Radian/Placematters Designs Micro-Housing Village for Denver's Homeless

For Denver’s homeless, Radian/Placematters worked for a reduced fee to design a temporary village. Photography by JC Buck.

Not everyone who’s homeless has the option of going to a shelter. Couples, the transgender, and those with pets and certain disabilities may face obstacles in the traditional system. So Denver’s Radian/Placematters came up with a solution in the form of tiny houses for temporary occupancy. For the first iteration, called Beloved Community Village, the design nonprofit’s executive director, architect Tim Reinen, worked with the housing nonprofit Colorado Village Collaborative to house 15 people in a cluster of 11 units occupying 1⁄3 acre. Each of the units has aluminum siding and roofing, a tidy pine porch, and a 100-square-foot interior with pine plywood paneling that residents are allowed to paint. A yurt contains the communal kitchen, while the restrooms and showers are in separate structures. Reinen even designed a mobile laundry truck.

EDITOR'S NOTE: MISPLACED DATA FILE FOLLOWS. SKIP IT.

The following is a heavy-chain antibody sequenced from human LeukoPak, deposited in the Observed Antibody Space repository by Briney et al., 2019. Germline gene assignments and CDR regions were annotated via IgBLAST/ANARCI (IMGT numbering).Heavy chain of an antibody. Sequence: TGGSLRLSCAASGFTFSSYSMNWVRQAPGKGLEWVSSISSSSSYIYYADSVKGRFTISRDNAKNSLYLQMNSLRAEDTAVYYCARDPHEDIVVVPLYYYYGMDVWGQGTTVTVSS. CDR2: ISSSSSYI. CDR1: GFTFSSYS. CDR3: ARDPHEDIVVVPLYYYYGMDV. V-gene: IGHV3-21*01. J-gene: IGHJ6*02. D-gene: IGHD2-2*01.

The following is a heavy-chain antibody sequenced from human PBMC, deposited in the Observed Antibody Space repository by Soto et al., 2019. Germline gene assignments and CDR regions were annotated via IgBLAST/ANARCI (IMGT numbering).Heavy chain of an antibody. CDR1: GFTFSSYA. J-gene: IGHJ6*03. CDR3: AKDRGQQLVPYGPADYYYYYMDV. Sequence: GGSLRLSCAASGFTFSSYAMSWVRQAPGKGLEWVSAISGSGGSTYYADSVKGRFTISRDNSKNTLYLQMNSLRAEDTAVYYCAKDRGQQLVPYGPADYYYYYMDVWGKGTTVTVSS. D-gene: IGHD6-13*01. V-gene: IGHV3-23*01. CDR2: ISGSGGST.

The 1/3-acre site. Photography courtesy of Radian/Placematters.

Required by zoning regulations to be transportable without being on wheels, the units were attached to concrete foundations with angle brackets and carriage bolts. Once the six-month permit expired, the whole village was hoisted, via forklift, across an alley to the next site. An entirely new village is then coming to a historic district nearby, with units slated to house homeless women and transgender people.

Standing-seam aluminum facades and concrete foundations. Photography by JC Buck.
Its kitchen yurt. Photography by JC Buck.

> See more from the January 2018 issue of Interior Design

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